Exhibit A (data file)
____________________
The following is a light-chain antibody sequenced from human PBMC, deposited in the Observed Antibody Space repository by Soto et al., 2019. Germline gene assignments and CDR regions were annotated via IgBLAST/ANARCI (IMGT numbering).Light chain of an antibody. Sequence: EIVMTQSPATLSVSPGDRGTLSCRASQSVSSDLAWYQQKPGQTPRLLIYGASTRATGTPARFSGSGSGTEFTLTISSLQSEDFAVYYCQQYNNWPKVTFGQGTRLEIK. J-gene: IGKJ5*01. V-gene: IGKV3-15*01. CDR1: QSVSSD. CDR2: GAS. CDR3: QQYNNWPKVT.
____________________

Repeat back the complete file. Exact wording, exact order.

The following is a light-chain antibody sequenced from human PBMC, deposited in the Observed Antibody Space repository by Soto et al., 2019. Germline gene assignments and CDR regions were annotated via IgBLAST/ANARCI (IMGT numbering).Light chain of an antibody. Sequence: EIVMTQSPATLSVSPGDRGTLSCRASQSVSSDLAWYQQKPGQTPRLLIYGASTRATGTPARFSGSGSGTEFTLTISSLQSEDFAVYYCQQYNNWPKVTFGQGTRLEIK. J-gene: IGKJ5*01. V-gene: IGKV3-15*01. CDR1: QSVSSD. CDR2: GAS. CDR3: QQYNNWPKVT.